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The debate over the General Public License version 3 begins as the Free Software Foundation's founder says anti-patent provisions are "not a placeholder."
Jon "DVD Jon" Johansen, who popularized the means to crack the CSS system protecting DVDs, has committed to launching a tool to crach the Advanced Access Content System (AACS) used in next-generation DVDs. In a blog posting earlier this month, Johansen announced that he had registered the Deaacs.com site, which cites a "winter 2006/2007" release date for the software.
What happens when you cannot find a search engine? South Africa's newest search engine, Jonga, disappeared from Google's index last week without a trace. Jonga's owner, Alistair Carruthers, is wondering why.
Since the summer 2004 news that Internet Explorer saw its first-ever drop in market share, keeping tabs on web browser market share has become a popular pastime for some. Since Firefox 1.0 was released in the fall of 2004, we've seen its market share inch upwards, breaking the 10 percent barrier last November. Apparently, it's doing even better in Europe.
Welcome to this year's 3rd issue of DWN, the weekly newsletter for the Debian community.
Three-Year Research Project Produces Computer Class Textbooks Based on Pictures, Not Words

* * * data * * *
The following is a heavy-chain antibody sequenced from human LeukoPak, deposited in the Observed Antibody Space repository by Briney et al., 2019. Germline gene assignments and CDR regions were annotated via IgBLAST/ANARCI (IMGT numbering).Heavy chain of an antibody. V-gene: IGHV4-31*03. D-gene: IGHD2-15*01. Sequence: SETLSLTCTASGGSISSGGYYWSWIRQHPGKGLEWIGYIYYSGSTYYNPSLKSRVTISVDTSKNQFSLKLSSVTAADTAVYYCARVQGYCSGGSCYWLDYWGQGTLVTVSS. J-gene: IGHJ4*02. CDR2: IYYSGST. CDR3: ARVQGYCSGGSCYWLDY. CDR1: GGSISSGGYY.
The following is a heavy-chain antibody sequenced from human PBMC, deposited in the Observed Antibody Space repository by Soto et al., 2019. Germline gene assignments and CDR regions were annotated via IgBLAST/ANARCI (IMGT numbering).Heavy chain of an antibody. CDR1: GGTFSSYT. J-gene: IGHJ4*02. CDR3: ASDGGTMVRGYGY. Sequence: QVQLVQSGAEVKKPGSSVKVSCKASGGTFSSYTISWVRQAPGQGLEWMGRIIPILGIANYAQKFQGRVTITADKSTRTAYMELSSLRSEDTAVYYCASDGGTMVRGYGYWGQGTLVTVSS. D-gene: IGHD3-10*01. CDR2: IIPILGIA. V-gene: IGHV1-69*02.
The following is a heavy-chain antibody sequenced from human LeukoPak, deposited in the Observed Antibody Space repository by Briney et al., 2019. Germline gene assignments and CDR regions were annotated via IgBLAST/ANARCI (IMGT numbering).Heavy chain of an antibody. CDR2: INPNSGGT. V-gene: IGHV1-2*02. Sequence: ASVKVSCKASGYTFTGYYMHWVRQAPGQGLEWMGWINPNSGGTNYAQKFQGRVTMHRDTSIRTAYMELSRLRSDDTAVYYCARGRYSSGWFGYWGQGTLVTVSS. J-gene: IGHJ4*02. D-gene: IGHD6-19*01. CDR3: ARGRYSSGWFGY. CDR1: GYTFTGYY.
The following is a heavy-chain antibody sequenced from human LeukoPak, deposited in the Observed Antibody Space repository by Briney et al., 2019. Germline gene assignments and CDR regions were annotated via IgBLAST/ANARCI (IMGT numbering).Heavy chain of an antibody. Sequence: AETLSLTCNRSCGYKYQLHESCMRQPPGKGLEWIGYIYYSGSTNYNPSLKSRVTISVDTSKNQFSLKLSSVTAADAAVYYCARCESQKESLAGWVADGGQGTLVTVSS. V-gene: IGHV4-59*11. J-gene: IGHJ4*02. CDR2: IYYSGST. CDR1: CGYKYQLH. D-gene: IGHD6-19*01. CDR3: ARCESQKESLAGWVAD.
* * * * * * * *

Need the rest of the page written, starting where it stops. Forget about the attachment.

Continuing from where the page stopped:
Linux Format has an interview with Jeremy Allison, the lead developer of the Samba Windows interoperability software. Allison discusses the trials and tribulations in coding Samba 4, and how it works with multiple back-ends.
Tuesday, January 17, 2006: LinuxAsia 2006, one of the most important events concerning Linux and open source software in Asia, will witness many luminaries of the Linux/OSS world. Many key icons of the Linux revolution will register their presence and interact with the audience and enthusiasts at the event including Mark Shuttleworth, Klaus Knopper, Danese Cooper, Brian Behlendorf and David Axmark.
If this Project is met with even a luke-warm reaction, this very well may be the day Microsoft dreaded to see. Digg Story
At the National Retail Federation Conference in New York City this week, Sun Microsystems announced the availability of two new solutions designed specifically for retailers: the Sun Retail Store Processor and Sun Retail Integration Architecture software.
"Today, in Part 3, this tutorial shows you how to chain Knoppix cheat codes so that you can use several of them in the same Knoppix session. It also shows you how to find lots more Knoppix cheats . . . You can chain as many Knoppix cheats as you like." For example, you can force "Knoppix to use its default kernel and to use the ALSA sound drivers . . . [and] to use your USB key to read its live CD image and files from the USB key rather then from the CD drive . . . [and] to set your screen resolution to 1280x1024" all in one chained Knoppix cheats command.
Byron Miller is the founder and owner of Mozdex.com, an open search engine that uses Free Software/Open Source technology and aims to provide full transparency about the operation of the engine and generation of search results. As a Free Software/Open Source advocate he also runs for congress in USA. Libervis interviewed him about Mozdex.com and his views on Free Software and Open Source.